First ever satellite launch from UK fails in Cornwall

First ever satellite launch from UK fails in Cornwall

Dave Webb, Chair of Yorkshire CND, responds to the first space launch attempt from the UK, which took place this week.

Virgin Orbit recently attempted, but failed due to an ‘anomaly’ after take-off, to launch nine small satellites into orbit from Spaceport Cornwall in Newquay. Cosmic Girl, a modified Boeing 747 jumbo jet, was trying to carry LauncherOne, a two-stage rocket, under its wing to 35,000 feet. There it was released, and would have carried 9 mini-satellites into orbit, had the second stage of the rocket not failed.

This attempt was the first ever satellite launch from the UK and had been highlighted as important for the UK space industry and for the scientific payloads – but little was discussed about the four military satellites on board. Two were for Prometheus 2 – a joint Ministry of Defence and US National Reconnaissance Office communications and surveillance project, and two others were for CIRCE – jointly developed by the UK Defence Science and Technology Laboratory and the US Naval Research Laboratory to help develop long-range communications and radar.

The MoD sees space as ‘fundamental to military operations’ and the UK is becoming part of a space arms race which is increasing global instability. But the UK cannot do it alone – last year the UK and US Space Commands signed an agreement for deeper military cooperation in space. US aerospace giant Lockheed Martin is also establishing its own spaceport in the Shetland Islands.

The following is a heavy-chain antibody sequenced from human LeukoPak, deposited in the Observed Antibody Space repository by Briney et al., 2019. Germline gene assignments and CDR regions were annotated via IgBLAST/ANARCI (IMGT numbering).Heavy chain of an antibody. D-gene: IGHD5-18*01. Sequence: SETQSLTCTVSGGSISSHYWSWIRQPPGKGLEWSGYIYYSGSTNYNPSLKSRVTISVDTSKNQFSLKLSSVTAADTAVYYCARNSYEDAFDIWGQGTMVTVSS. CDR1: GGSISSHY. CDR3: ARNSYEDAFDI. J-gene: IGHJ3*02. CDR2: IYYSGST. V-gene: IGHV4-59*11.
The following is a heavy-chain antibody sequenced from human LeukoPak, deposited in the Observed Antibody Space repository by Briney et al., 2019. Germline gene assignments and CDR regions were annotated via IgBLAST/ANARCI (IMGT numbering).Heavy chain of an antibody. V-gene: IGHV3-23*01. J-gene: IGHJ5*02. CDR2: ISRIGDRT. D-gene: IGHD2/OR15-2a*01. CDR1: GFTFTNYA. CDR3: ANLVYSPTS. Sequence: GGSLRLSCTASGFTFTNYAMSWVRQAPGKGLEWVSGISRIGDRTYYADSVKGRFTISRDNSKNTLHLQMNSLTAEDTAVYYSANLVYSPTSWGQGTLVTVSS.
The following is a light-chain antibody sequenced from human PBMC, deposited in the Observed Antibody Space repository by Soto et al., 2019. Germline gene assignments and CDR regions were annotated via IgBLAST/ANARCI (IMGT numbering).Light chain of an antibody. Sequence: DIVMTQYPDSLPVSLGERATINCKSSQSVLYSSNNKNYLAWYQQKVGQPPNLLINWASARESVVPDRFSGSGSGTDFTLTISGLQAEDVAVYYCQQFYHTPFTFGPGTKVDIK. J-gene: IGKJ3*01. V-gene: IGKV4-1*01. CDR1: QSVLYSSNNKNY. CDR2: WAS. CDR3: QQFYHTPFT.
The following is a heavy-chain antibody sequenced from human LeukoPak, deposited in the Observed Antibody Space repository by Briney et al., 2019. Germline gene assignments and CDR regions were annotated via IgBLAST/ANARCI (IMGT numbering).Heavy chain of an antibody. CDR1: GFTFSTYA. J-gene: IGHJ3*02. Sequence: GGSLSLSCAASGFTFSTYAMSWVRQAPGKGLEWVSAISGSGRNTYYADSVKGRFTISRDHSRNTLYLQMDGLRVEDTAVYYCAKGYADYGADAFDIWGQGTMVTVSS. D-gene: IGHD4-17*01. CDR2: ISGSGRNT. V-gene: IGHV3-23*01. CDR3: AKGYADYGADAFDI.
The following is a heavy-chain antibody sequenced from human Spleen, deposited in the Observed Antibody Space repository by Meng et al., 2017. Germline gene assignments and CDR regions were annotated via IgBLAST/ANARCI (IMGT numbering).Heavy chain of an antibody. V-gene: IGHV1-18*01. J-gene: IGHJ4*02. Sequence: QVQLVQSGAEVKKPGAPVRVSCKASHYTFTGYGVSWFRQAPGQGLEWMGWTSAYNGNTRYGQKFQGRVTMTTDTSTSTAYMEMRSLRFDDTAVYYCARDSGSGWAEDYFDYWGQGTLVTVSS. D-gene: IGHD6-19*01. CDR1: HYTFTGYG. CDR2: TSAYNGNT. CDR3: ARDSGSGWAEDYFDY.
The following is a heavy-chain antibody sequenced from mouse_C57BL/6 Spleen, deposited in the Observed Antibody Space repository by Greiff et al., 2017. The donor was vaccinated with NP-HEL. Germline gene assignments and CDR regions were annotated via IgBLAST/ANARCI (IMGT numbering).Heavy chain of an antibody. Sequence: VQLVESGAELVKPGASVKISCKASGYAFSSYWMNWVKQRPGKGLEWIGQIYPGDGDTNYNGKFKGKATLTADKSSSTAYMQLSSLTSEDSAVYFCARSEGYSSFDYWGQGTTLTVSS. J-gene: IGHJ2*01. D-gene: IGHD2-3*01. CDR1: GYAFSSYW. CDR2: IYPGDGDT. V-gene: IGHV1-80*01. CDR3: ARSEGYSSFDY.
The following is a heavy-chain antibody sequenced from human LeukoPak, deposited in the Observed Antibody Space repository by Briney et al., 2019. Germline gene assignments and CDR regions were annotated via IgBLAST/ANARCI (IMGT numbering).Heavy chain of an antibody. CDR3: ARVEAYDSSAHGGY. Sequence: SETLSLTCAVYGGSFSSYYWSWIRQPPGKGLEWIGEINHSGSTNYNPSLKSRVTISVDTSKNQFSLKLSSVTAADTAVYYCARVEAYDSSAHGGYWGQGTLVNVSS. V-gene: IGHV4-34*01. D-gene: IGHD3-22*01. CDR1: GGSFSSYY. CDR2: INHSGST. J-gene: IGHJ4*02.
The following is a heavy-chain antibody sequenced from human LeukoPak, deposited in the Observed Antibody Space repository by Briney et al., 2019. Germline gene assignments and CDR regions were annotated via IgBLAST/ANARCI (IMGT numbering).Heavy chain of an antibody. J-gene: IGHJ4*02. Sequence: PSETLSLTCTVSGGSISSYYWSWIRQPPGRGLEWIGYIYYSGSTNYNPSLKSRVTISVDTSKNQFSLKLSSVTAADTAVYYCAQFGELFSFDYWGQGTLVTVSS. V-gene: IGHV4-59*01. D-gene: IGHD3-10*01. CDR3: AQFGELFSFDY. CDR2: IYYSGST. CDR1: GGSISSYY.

However, 56 years ago, on 27 January 1967, both countries signed the Outer Space Treaty (OST) which states that ‘the exploration and use of outer space shall be carried out for the benefit and in the interests of all countries and shall be the province of all [hu]mankind.’ It was meant to preserve the space environment – but the rapid growth of space activities is causing overcrowding and pollution problems for that environment. Military goals to dominate space and commercial competition to exploit it have become the major driving forces and major users are acting according to their own self-interests, contrary to the common good.

The militarisation of Spaceport Cornwall has not gone unopposed, however. ‘For Heaven’s Sake’, a joint CND/Drone Wars publication about the UK’s role in the militarisation of space was launched in 2022 and, last October concerned Newquay residents gathered at the spaceport to protest at the proposed launch.

It now seems that the first launch of a satellite from the UK might occur from Lockheed Martin’s SaxaVord spaceport on the island of Unst in the Shetlands. Although described as a ‘commercial spaceport’, Lockheed Martin’s involvement will surely mean that military interests will be involved at some stage. There are also other spaceports being developed in the UK, all aiming to launch satellites in 2023 or 2024.

The dangerous arms race in space must continue to be opposed – the reliance on space and development of anti-satellite weapons increases the danger to key military satellites (including those used for early warning), which could have disastrous consequences. The ideals of the OST provide a cooperative and peaceful vision for space which must be taken seriously.